Many people seem to think that the new commissioner of the Securities and Exchange Commission, Jay Clayton, is likely to focus more on capital formation issues than the previous commissioner. The recent report on Access to Capital and Market Liquidity from the SEC’s Division of Economic and Risk Analysis caught my attention.
From the signing of Dodd-Frank in 2010 through the end of 2016, the DERA notes $20.20 trillion in capital formation, of which $8.8 trillion was raised through registered offerings, and $11.38 trillion was raised through unregistered offerings. More money is being raised through private placements, than through public offerings. From 2012 to 2016 the amount raised was 26% greater. From 2009 through 2011 it was only 21.6% greater.
That data should be a caution to regulators who want to make changes to Regulation D and the “accredited investor” standard.
“When combined, the capital raised through Regulation D and Rule 144A offerings in a year is consistently larger than the total capital raised via registered equity and debt offerings. Most Regulation D offerings (over 66%) include equity securities; by contrast, in the Rule 144A market, the vast majority of issuers are financial institutions and over 99% of securities are debt securities.”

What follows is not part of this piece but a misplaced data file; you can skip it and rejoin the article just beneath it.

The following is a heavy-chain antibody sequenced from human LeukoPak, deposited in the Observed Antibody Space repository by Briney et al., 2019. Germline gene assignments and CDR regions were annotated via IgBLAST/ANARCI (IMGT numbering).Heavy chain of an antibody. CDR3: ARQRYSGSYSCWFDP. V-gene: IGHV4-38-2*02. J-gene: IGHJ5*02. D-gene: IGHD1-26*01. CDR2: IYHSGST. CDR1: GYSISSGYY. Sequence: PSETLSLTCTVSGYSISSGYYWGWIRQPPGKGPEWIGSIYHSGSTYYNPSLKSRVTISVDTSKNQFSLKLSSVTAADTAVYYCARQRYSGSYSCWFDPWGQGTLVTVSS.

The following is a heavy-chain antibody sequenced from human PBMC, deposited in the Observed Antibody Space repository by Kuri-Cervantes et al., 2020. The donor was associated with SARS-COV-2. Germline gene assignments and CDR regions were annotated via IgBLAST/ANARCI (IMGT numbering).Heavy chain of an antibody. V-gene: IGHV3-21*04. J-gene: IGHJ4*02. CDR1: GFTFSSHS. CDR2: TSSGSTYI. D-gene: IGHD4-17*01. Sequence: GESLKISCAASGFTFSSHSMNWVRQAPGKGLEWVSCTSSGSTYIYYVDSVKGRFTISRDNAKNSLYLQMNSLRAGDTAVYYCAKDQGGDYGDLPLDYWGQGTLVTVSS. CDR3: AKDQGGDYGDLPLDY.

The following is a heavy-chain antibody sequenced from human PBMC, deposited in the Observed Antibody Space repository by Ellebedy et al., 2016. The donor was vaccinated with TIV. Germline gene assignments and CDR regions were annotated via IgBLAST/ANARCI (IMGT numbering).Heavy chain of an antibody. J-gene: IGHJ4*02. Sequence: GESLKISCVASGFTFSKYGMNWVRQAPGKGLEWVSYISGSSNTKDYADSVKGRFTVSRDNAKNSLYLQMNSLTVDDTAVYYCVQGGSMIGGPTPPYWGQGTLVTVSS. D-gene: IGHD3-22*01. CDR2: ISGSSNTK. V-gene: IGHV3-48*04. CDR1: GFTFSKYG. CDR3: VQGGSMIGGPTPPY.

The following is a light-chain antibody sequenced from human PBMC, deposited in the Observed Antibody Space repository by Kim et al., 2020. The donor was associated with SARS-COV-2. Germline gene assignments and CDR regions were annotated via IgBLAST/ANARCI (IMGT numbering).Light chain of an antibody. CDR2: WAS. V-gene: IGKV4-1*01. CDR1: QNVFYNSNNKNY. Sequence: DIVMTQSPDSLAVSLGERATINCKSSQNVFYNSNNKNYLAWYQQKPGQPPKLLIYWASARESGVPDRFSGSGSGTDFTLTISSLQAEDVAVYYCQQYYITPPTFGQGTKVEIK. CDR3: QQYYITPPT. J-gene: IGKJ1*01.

The report also looks at the new public private-placement offerings under 506(c). Only 3% of the capital raised under Regulation D since rule 506(c) went into effect has been through issuances claiming the 506(c) exemption. The report also noted that the average amount raised in a 506(c) offering is only half of that raised in Rule 506(b) offering, $13 million to $26 million. “Overall, it is not clear whether offerings under Rule 506(c) are indicative of new capital formation or a reallocation from other offering types.”
What is one of the reasons for a private placement over a public offering? It seems cheaper.
“Nonfinancial issuers paid on average about 6% in total fees for Regulation D offerings in 2009-2016. In comparison, a company going public pays an average gross spread of 7% to its IPO underwriters, while a reporting company raising equity through a follow-on (seasoned) equity offering pays an average gross spread of about 5.4%.”
There is a lot more detail in the report. More than I’m ready to digest (or want to digest).